Euro round-up: enforcement and vehicle technology under the spotlight

12.13 | 30 November 2018 | | 1 comment


Our latest roundup of road safety news from across Europe – courtesy of TISPOL.

The latest edition of the TISPOL fortnightly news bulletin features stories from Ireland, France, Germany and Belgium – covering topics including enforcement and vehicle technology.

In Ireland, the head of the Road Safety Authority (RSA) says disqualified and unqualified motorists continue to drive undetected – and is calling for police officers to be equipped with mobile devices to detect illegal drivers ‘in real time’.

Moya Murdock wants police to be able to check at the roadside whether a motorist holds a valid licence, instead of waiting until they return to the station.

Ms Murdock said: “People who engage in that type of behaviour are generally non-compliant in all other areas of road safety.”

South of the channel, the government in France has unveiled plans to stop drivers from revealing the location of police checks on GPS apps.

Community-based GPS navigation software apps have come under the spotlight because drivers are using them to share information about police roadside checks.

The French police say this is affecting counter-terrorism operations and criminal search investigations, as well as drink and drug driving enforcement activity.

A Bill has been drawn up which – if it becomes law – will put a stop to the apps revealing where police are carrying out these checks.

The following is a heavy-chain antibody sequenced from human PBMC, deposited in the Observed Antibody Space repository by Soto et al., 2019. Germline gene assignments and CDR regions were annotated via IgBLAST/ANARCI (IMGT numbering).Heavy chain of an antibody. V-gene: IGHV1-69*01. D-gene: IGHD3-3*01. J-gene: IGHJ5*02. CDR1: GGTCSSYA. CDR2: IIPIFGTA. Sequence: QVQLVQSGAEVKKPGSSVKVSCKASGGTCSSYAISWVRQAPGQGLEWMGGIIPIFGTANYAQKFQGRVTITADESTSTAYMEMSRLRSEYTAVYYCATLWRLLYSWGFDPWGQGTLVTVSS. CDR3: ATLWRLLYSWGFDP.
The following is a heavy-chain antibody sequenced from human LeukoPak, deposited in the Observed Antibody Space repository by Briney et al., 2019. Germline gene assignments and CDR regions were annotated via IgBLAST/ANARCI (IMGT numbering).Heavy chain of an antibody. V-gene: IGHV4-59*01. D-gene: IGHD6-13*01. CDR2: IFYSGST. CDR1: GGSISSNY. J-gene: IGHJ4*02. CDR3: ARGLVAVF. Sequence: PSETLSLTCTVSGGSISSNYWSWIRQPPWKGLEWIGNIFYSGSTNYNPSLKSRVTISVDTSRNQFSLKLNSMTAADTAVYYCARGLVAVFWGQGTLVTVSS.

Emmanuel Barbe, the French government’s delegate for road safety, said: “The principle is that a criminal who has kidnapped a person, committed a terrorist act or is drunk while driving will no longer be able escape a police check because another driver has reported it to him through a GPS application.”

Experts at Germany’s TÜV testing agency is warning the country’s drivers not to rely on their vehicle’s assistance systems – such as cruise control and lane assist – to take full care of safety.

The agency is calling drivers to use their car as if driving a model from the 1980s, and assume no software or hardware will keep them safe.

And finally, more than three quarters of motorists in Belgium find the country’s parking policies ‘chaotic’, according to a new survey.

Some 80% of respondents said the ‘blue zones’, where parking discs are compulsory, are not clearly indicated. Only 8% of drivers polled were highly satisfied with parking provision, 22% felt places were ‘poorly indicated’ and 59% felt parking was too expensive.



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    “The agency is calling drivers to use their car as if driving a model from the 1980s…” an unusual and original road safety message! Supposing one is too young to remember such cars?

    Perhaps 1960s cars would be a better example, before power brakes, steering and creature comforts became standard. “When I were a lad…” etc etc

    Hugh Jones
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